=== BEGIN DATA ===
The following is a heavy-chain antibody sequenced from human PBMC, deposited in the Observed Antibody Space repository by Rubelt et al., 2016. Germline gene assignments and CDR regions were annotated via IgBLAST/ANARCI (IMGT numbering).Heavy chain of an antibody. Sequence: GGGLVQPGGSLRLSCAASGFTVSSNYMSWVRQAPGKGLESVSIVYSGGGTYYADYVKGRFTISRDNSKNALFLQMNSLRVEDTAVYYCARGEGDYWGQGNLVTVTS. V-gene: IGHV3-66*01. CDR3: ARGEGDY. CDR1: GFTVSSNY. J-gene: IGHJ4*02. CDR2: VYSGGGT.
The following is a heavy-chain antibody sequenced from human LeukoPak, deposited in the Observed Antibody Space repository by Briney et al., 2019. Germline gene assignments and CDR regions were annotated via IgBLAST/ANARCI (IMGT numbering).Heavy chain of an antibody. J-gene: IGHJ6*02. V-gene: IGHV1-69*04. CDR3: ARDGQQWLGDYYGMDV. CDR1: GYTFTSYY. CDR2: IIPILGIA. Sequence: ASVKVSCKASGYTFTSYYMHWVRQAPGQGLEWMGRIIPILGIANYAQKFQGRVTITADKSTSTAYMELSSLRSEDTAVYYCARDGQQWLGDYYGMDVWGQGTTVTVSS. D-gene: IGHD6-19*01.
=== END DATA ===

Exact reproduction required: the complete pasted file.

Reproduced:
The following is a heavy-chain antibody sequenced from human PBMC, deposited in the Observed Antibody Space repository by Rubelt et al., 2016. Germline gene assignments and CDR regions were annotated via IgBLAST/ANARCI (IMGT numbering).Heavy chain of an antibody. Sequence: GGGLVQPGGSLRLSCAASGFTVSSNYMSWVRQAPGKGLESVSIVYSGGGTYYADYVKGRFTISRDNSKNALFLQMNSLRVEDTAVYYCARGEGDYWGQGNLVTVTS. V-gene: IGHV3-66*01. CDR3: ARGEGDY. CDR1: GFTVSSNY. J-gene: IGHJ4*02. CDR2: VYSGGGT.
The following is a heavy-chain antibody sequenced from human LeukoPak, deposited in the Observed Antibody Space repository by Briney et al., 2019. Germline gene assignments and CDR regions were annotated via IgBLAST/ANARCI (IMGT numbering).Heavy chain of an antibody. J-gene: IGHJ6*02. V-gene: IGHV1-69*04. CDR3: ARDGQQWLGDYYGMDV. CDR1: GYTFTSYY. CDR2: IIPILGIA. Sequence: ASVKVSCKASGYTFTSYYMHWVRQAPGQGLEWMGRIIPILGIANYAQKFQGRVTITADKSTSTAYMELSSLRSEDTAVYYCARDGQQWLGDYYGMDVWGQGTTVTVSS. D-gene: IGHD6-19*01.